Demand is likely the least of problems for USA Capital, a mortgage brokerage that also does business as USA Commercial Mortgage Company and USA Commercial Real Estate. The business appears to be the affiliate of more than 20 other companies, including Tanamera Resort Partners.
USA Commercial lends investor funds to developers and builders. One of its funds, the USA Capital Diversified Trust Deed Fund, is pitched as a great way for income-oriented investors to get the kind of double-digit returns usually associated with high-risk, real estate-secured loans.
On May 30, Las Vegas builders Bob and Cheryl Porter, owners of the near-bankrupt American Communities, were among about seven businesses that filed a civil complaint against USA Commercial. The Porters allege that the lending company lured them into bankruptcy by delaying loans and charging exorbitant fees.
“One $5 million loan, secured with American Communities real estate holdings, was made at 15 percent with five points,” reports columnist John L. Smith of the Las Vegas Review-Journal.
Also among the 47 claims is the charge that USA Commercial—specifically owner Tom Hantges—is doing business with an investor named Salvatore Reale, a name linked to prominent crime families in the United States. On May 14, 1999, the claim alleges, USA brokered a loan between American Communities and Reale, the lender, for about $1.9 million.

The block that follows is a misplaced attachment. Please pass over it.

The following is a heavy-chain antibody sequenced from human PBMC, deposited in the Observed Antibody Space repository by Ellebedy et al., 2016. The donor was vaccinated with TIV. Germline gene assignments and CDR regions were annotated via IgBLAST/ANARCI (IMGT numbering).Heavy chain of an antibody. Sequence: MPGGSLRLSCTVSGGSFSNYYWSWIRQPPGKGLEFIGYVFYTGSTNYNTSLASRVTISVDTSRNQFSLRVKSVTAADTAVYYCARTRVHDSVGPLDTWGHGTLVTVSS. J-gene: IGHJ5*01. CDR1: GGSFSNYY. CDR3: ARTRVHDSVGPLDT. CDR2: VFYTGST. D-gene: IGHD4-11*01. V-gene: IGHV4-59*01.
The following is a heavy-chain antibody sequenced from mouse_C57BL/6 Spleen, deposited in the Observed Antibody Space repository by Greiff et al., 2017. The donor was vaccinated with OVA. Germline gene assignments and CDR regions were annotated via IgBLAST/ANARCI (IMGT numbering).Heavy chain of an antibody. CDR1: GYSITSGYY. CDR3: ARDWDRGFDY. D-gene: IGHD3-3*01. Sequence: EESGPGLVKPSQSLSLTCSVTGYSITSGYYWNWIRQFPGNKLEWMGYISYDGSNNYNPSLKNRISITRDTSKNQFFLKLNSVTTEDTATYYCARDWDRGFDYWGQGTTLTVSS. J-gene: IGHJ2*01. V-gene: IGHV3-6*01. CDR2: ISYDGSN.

“Plaintiffs … believe that Mr. Reale is a lieutenant in the Gotti crime family, who was at one time John Gotti’s man at John F. Kennedy International Airport in New York, and has been convicted of loan sharking,” the claim states, citing articles in the New York Daily News and the Portland Free Press.
The complaint alleges that Hantges told the Porters that Reale was “connected"—and that their lives might be in danger if the loan was not repaid promptly. From there, the Porters’ story, as recounted in the complaint, sounds like a low-budget gangster flick:
“On Jan. 18, 2001, in the evening after dark, a large, imposing, muscular man dressed in a suit, identifying himself as ‘Bobby,’ came to the door of the Porters’ residence, claiming to have been sent by Hantges to be sure that the Porters were all fine and healthy. Bobby also provided one of Hantges’ business cards. … The Porters felt threatened by this strange behavior … and filed a suspicious incident report with the Henderson Police Department and the FBI.”
USA Capital’s Milanowski says that the firm was unaware of Reale’s reputation.